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Just an example of how search engines use statistics to help them "understand" words. Until today, iPad wasn't a word (or at least, it wasn't a name). If you go to Google (for now at least) and search for ipad, you see something like this:

iPad appears very infrequently but is similar to a word that appears very frequently - "iPod". iPad appears infrequently enough and the discrepancy between the two is large enough, that Google assumes I probably made a mistake typing iPad. Google's actual algorithm for spelling corrections is more complicated than this, but this is the basic idea behind spelling correction in search engines. As iPad starts to show up all over the web, Google will stop making that suggestion since iPad will become more plausible (statistically) as a word. Or maybe somebody at Google will just add iPad to an exception list so it stops making the suggestion.

As a side note (no pun intended) the sponsored ads on the side of the page are all for the iPAQ as various vendors have put in bids to get listed for ipad as a misspelling of ipaq. In this case, I'm fairly sure, these are strictly companies that asked their ads to be shown for the word ipad (as well as ipaq).

Comments:

I stumbled upon this post because I was wondering whether exactly this would have happened, but Google has caught on since this post was released :)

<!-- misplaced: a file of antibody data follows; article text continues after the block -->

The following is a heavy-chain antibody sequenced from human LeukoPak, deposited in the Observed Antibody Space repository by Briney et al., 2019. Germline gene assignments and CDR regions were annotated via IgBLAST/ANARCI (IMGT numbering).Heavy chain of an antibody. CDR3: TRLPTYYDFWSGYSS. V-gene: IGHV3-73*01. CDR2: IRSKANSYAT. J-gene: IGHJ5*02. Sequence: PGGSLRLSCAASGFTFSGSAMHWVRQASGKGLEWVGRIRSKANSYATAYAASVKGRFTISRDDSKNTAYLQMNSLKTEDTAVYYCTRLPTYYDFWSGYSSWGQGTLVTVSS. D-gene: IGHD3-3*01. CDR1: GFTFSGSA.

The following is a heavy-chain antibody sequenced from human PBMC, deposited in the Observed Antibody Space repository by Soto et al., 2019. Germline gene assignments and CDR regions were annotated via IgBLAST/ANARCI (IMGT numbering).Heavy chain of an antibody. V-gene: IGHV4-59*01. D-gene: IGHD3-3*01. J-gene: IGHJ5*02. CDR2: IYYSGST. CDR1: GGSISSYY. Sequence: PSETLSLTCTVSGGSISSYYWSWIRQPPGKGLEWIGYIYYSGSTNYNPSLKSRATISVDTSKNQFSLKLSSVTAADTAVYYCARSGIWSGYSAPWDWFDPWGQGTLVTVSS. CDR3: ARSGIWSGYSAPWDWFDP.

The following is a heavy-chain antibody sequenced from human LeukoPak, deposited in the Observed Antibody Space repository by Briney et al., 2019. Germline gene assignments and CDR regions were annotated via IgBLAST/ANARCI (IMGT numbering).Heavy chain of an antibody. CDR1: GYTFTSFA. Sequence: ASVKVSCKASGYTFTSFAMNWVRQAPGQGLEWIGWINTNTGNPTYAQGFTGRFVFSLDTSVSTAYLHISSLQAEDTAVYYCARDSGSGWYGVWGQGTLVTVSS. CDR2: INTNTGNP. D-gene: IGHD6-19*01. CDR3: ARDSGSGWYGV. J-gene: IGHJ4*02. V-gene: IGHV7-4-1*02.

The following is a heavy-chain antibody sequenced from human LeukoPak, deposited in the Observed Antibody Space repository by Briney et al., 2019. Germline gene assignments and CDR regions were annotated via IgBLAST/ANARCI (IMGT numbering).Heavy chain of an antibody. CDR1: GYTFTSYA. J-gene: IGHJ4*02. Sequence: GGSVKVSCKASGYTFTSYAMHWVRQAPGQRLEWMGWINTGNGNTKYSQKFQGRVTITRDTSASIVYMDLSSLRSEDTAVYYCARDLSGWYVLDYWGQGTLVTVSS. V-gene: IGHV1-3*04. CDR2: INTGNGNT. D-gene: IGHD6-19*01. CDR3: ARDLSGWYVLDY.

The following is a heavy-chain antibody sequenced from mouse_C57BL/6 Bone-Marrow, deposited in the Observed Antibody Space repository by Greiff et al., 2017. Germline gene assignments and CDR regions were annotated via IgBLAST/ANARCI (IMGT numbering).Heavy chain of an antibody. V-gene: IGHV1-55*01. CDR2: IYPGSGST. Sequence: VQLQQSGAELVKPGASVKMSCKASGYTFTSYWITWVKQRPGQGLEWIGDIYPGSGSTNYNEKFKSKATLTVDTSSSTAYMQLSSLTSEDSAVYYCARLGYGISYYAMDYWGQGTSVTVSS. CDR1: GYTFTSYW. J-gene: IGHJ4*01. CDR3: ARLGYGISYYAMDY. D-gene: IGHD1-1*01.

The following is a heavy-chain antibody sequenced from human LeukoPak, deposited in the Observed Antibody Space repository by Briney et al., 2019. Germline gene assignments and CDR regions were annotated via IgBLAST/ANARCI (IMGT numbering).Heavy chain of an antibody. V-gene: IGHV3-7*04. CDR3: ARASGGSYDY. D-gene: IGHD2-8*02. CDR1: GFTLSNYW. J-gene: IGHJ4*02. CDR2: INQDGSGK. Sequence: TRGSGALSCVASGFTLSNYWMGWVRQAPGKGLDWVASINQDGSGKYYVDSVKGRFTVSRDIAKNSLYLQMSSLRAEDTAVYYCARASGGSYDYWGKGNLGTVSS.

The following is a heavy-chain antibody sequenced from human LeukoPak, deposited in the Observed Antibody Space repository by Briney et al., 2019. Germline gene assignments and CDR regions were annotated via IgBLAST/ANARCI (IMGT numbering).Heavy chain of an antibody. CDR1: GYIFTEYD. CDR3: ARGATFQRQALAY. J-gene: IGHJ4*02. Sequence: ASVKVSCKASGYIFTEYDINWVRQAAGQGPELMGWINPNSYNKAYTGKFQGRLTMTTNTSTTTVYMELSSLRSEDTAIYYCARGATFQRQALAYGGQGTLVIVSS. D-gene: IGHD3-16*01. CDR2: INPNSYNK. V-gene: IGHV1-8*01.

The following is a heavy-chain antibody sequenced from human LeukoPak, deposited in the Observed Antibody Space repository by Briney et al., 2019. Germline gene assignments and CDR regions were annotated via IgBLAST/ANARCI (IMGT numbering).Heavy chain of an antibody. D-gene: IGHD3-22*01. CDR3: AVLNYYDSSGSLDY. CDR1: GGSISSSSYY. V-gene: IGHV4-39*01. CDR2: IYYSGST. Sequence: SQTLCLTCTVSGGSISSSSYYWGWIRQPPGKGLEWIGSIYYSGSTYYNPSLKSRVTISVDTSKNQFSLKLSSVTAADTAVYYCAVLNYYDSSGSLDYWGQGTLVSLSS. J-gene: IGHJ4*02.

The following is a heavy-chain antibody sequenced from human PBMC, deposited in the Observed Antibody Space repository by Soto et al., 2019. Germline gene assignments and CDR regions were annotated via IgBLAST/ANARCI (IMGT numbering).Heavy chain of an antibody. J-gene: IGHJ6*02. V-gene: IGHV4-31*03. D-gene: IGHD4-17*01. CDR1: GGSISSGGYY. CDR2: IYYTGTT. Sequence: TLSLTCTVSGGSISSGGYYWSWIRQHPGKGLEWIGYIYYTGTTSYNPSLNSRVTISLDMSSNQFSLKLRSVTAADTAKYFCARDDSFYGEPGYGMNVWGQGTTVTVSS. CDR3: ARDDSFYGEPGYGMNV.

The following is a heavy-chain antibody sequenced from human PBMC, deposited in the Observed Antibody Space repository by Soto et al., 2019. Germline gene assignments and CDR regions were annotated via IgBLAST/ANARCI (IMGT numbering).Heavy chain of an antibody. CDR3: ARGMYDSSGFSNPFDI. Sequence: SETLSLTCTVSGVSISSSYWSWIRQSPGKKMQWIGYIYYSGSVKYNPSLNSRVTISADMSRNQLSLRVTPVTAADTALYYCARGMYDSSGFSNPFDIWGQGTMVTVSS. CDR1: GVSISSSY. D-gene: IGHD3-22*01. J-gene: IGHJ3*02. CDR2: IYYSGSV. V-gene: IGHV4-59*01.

I know that Google does not ever have a list of exceptions that they manually include - they are purists to their algorithm, and will stick to it (or update it if necessary). But it was probably automatically dealt with it as news sources came out and got indexed by Google.

Good post :)

Posted by Collin Li on January 27, 2010 at 04:37 PM EST #

Given all languages and phrases, what is a good algorithm for detecting a significant deviation in a sequence of words compared to all previously encountered sequences?

Posted by Kristofer Pettersson on February 07, 2010 at 10:02 PM EST #

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Jeff Alexander is a member of the Information Retrieval and Machine Learning group in Oracle Labs.

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